Letter From Birmingham Jail By Martin Luther King Jr.
Martin Luther King Jr. is easily the first name that comes to mind when thinking of the civil rights movement. King helped the movement grow by advocating nonviolent and civil disobedient acts shaped by Gandhi’s own methods in India. He was arrested in Birmingham, Alabama after showing civil disobedience when he paraded down the streets in protest without a parade permit. It is here that he wrote “The Letter from Birmingham Jail”, a piece of work still seen today as a magnificent literary piece of history. In the letter, King uses logos, pathos, and ethos to appeal to both the clergymen he is writing to and the public that also reads the letter.
In the letter, King states, he is upset with the clergymen of Birmingham because they have chosen not to support King because of the “tension” he has created. He refers to these clergymen as “white moderates” throughout the letter. Saying that these men are often worse than the racists of the South because they support racism differently. They choose to stick to their moral ways that oftentimes support immoral acts. They choose to let the racists go on rather than create a problem. They choose to say that time will fix the issue. King argues all of these logics by saying that using moral ends to support immoral ways is just as bad as using immoral ends to support immoral ways. He says by watching racism go on and doing nothing they are supporting racism. King reminds the clergymen that time is neutral, and that time will continue to go on with or without change.
King uses logos throughout the letter to create a better understanding of his reasoning for being in Birmingham through a more logical stance. In the letter, King reminds the readers that he was invited to Birmingham. He did not just come to Birmingham on his own free will but rather because he has ties in Birmingham that wanted him to come. King also reminds the clergymen that the black community does not have any other choice but to stand up for their rights. The white community is in such power that it makes it so that the only power the black community has is to protest. While reminding the clergymen of this, he is also quick to remind them also of the fact that their protests are nonviolent on their side. They do not ever inflict harm unto anyone else. King addresses the clergymen’s concern with the fact that they have chosen to break the law. He understands their concern and even claims that is it legitimate, but he also states the laws they choose to break are unjust. King reminds the clergymen that an unjust law is really no law at all for it has no support and is degrading to individuals. He also talks about how in Nazi Germany the people that chose to help the Jews were breaking the law, but they had a moral obligation to help those being hurt by an unjust law.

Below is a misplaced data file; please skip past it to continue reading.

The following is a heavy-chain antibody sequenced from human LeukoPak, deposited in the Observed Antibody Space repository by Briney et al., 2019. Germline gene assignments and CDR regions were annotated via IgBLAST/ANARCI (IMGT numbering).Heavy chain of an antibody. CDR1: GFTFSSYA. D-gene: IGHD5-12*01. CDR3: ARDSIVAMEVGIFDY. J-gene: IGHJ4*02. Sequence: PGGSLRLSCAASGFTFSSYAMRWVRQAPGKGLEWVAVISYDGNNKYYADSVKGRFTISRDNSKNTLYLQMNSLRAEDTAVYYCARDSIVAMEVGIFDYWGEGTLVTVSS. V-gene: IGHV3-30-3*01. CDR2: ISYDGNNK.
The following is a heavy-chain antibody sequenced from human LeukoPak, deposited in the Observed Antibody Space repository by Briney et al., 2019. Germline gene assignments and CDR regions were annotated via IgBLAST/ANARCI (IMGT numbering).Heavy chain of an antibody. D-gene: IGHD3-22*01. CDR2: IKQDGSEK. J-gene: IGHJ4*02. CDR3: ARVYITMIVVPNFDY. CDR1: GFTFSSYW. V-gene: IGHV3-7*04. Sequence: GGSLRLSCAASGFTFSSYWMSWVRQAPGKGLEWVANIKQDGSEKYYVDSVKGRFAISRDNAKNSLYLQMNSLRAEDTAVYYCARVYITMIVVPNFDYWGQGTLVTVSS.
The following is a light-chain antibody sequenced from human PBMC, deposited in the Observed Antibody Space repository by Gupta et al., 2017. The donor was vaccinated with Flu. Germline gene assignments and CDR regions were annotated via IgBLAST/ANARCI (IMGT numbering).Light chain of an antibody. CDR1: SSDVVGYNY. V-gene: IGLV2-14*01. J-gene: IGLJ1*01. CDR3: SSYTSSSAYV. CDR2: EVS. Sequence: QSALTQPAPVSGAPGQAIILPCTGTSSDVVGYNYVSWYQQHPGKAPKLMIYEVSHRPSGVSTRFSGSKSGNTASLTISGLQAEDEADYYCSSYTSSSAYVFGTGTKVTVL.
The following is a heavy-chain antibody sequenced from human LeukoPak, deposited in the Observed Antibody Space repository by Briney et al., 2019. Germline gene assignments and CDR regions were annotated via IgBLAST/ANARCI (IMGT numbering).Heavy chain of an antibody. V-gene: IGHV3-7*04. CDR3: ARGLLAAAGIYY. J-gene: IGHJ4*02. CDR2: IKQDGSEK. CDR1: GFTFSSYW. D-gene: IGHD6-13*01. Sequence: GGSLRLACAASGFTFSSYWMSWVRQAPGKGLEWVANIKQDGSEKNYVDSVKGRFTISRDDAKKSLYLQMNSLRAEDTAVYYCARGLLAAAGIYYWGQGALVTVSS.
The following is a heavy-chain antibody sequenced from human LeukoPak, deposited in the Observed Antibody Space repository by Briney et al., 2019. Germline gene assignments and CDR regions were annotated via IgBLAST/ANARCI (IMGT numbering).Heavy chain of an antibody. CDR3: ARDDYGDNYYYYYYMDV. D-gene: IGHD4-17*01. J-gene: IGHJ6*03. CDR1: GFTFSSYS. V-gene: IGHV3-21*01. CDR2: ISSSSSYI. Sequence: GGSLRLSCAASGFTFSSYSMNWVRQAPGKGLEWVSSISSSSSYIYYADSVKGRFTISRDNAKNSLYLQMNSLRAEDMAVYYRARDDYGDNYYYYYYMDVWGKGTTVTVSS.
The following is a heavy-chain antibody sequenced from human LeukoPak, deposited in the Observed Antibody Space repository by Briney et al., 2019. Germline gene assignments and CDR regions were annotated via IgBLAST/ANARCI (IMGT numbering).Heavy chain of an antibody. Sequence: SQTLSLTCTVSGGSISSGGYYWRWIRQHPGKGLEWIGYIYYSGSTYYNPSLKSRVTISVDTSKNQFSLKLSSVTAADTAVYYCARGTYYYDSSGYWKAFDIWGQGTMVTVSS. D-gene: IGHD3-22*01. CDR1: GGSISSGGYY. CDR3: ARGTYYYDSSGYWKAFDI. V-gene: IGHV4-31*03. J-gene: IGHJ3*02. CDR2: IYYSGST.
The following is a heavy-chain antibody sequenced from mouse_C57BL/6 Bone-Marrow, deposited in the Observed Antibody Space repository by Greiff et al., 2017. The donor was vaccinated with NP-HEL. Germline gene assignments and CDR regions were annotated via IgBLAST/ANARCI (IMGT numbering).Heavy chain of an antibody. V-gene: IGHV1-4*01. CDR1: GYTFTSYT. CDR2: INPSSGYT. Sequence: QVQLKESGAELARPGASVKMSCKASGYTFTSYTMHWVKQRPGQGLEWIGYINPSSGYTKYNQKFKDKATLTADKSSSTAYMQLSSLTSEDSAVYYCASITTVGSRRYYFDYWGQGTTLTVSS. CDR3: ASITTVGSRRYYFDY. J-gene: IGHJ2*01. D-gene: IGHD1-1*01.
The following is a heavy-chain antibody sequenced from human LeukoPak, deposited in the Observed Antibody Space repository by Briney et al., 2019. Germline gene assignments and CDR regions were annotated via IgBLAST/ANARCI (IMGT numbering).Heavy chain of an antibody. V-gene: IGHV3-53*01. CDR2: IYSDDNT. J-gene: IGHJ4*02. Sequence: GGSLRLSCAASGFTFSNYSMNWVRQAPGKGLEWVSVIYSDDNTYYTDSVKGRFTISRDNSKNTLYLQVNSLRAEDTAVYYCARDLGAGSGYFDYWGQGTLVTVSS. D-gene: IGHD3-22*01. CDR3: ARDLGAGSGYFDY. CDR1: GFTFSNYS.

King evokes emotion throughout the letter through his use of pathos. He states how the black community has 340 years for their rights and the time is now to fight the injustice that has been forced upon them. He says these rights that have been denied are not only constitutional but also God-given and that the United States has no right to deny them. He also creates imagery in the letter when he talks of the bombings and the mistreatment of black people in jails. It shows such sadness and injustice and builds a feeling of sympathy for himself and the people fighting alongside him. This also creates an image of the black community as the victim and the policemen and the government as the villain.
King uses ethos in the letter to refer to the ethical appeal behind his argument in the letter. King reminds the clergymen in the letter that he too is a religious leader which in turn creates a more moral and trustworthy image of himself. When talking about how he is a religious man he talks of how he acts how Jesus would want him to by acting in loving and nonviolent ways. King references respected people throughout the letter including Jesus, Thomas Jefferson, and Socrates, which further supports his ethical standpoint that he is supporting and fighting for a cause well worth fighting for. Also, by referencing these people he shows he is a well-educated black man that should be supported as such. King also writes this letter from the Birmingham jail. A setting that King knowingly knew marching in the parade without a permit would put him in. His willingness to suffer for his cause makes him much more respected and trustworthy to his readers because he is willing to pay a price for his cause.
The way that King uses logos, pathos, and ethos is one of the many reasons that his writings affect so many people. He used these methods to appeal to the clergymen and show explain his action and decision-making process. King’s words however are not too muddled for anyone to understand. His use of language made it possible for all parts of the population to understand exactly what he meant. King was able to evoke a level of understanding getting everyone thinking on the matters he was talking about.
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